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Photographer's Note

Since it is sure to come up, yes there are wires across the shot. My intention is to show how it is rather than how it could be (by painting out the wires)

This is the west side of Acton and all together there are 5 main sub-towns within the township; Center, West, East, North and South. I think this is the way the British set up the structure of the Massachusetts Bay Company.

The Congregational Church building on the right side of the photo has become a secular alternative school for parents wanting some alternative to the public school system. Other than being run down a bit it looks here as it did 35 years ago, though there are probably more wires strung overhead. There was never an initiative to put the wires from the poles underground. It could be that it would be expensive to bury them, it certainly would be tough to work on them the 5 months of the year that the ground is frozen.

from the internet Wikipedia site:
The first colonial settlement in this area was Concord which was incorporated in 1635. Concord, which was the first inland settlement of the Massachusetts Bay Colony, encompassing the present day towns of Acton, Lincoln, and Carlisle. Concord sits at the junction where the Assabet and Sudbury rivers combine to form the Concord River. Concord farmers used the land which is now Acton as grazing fields for their animals. The first permanent residents of Acton settled there in 1639. They were farmers who needed to be closer to the grazing fields for their animals. They called this section of town Concord Village.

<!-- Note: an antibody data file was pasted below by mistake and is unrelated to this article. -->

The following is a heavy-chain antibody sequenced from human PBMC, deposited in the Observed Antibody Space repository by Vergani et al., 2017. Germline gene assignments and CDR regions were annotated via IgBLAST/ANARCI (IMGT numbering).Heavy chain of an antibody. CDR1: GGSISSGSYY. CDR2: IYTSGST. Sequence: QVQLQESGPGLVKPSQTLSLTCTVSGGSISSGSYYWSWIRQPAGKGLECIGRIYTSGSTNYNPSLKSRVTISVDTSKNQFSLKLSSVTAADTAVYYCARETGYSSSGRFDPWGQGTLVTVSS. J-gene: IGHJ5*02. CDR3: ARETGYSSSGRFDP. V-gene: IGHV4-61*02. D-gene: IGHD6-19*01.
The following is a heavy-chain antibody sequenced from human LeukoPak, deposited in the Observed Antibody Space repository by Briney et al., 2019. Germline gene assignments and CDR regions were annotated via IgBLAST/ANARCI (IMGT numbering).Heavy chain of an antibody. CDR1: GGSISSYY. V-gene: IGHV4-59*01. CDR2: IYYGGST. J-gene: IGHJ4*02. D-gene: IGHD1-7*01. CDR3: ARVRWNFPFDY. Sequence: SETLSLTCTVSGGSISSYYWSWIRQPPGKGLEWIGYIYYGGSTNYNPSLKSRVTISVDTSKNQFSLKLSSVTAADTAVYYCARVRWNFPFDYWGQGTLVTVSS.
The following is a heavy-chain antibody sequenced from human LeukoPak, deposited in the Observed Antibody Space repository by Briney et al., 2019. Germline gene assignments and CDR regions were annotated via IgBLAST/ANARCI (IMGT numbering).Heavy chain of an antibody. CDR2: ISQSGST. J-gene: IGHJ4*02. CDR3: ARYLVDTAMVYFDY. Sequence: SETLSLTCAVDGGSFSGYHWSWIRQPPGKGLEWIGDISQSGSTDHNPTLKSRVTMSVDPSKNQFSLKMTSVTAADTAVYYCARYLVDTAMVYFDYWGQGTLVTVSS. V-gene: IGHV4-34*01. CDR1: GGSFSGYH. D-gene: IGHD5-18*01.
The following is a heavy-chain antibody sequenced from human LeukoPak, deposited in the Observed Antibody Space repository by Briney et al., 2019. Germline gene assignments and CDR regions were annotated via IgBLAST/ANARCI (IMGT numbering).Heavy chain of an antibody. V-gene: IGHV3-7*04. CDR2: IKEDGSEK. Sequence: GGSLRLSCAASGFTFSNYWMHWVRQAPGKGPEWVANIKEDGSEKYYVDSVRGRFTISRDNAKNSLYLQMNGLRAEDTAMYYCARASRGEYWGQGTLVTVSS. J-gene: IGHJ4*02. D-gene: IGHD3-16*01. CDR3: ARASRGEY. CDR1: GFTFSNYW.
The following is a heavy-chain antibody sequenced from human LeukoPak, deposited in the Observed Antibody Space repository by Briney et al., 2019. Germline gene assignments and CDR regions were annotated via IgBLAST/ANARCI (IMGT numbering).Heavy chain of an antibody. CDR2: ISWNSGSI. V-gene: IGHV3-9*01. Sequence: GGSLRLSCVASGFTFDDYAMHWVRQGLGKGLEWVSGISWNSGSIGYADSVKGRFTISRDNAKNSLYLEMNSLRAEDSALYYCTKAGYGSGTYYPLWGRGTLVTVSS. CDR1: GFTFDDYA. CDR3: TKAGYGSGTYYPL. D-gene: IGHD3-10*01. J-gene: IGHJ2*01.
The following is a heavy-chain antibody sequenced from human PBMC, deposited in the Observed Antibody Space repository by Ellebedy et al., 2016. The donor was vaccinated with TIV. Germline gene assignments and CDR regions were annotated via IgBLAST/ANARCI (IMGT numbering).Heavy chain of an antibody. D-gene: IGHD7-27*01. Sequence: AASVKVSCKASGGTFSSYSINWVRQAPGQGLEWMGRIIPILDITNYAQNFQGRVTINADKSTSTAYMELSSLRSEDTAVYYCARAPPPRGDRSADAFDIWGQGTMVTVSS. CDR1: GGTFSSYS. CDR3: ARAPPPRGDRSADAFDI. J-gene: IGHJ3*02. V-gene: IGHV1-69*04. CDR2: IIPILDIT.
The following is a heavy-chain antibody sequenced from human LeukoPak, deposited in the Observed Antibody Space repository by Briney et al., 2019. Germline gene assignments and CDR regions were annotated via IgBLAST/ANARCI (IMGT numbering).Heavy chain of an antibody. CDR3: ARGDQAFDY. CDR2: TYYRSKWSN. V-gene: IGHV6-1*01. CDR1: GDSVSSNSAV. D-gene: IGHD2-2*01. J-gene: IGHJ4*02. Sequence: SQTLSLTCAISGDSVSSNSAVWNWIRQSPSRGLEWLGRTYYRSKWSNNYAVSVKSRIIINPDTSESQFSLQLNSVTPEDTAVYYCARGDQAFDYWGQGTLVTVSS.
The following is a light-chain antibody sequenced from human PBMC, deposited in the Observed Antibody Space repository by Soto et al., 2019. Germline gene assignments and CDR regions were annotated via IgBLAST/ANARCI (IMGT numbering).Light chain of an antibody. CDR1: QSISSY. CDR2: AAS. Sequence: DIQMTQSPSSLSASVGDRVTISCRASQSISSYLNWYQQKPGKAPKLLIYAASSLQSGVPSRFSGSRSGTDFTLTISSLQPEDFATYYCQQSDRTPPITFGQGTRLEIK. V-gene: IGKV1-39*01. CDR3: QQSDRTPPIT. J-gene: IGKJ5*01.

In the mid-1600s, colonists began a program of converting Native Americans to Christianity. The converted Indians were settled into towns which were known as 'Praying Indian Towns'. One of these towns (Nashobah) was located on Nagog Pond which is now on the border between Acton and Littleton.

When King Philip's War (1675 - 1676) broke out, the Praying Indians were considered with suspicion by the colonists. In October, 1675, the General Council in Boston ordered that all Praying Indians be removed from their towns and taken to Deer Island in Boston Harbor. They were released in 1677 when King Philip's War was over.

Residents of the Massachusetts Bay Colony were required to attend Sunday Services and to support through taxation the colony's official religion: Congregationalism. With travel along colonial roads difficult, the Sunday attendance requirement became a burden for the residents of what would become Acton. These residents petitioned the Colony's legislature, the General Court, for the right to have their own meeting house (aka Church) and hire their own minister. With the approval of the General Court, Acton was incorporated as an independent town on July 3rd, 1735. Acton has held Annual Town Meetings since 1735 and the records of those Town Meetings are held at Acton's Memorial Library.

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Additional Photos by Greg Davis (Greg1949) Gold Star Critiquer/Gold Star Workshop Editor/Gold Note Writer [C: 1443 W: 102 N: 2512] (9011)
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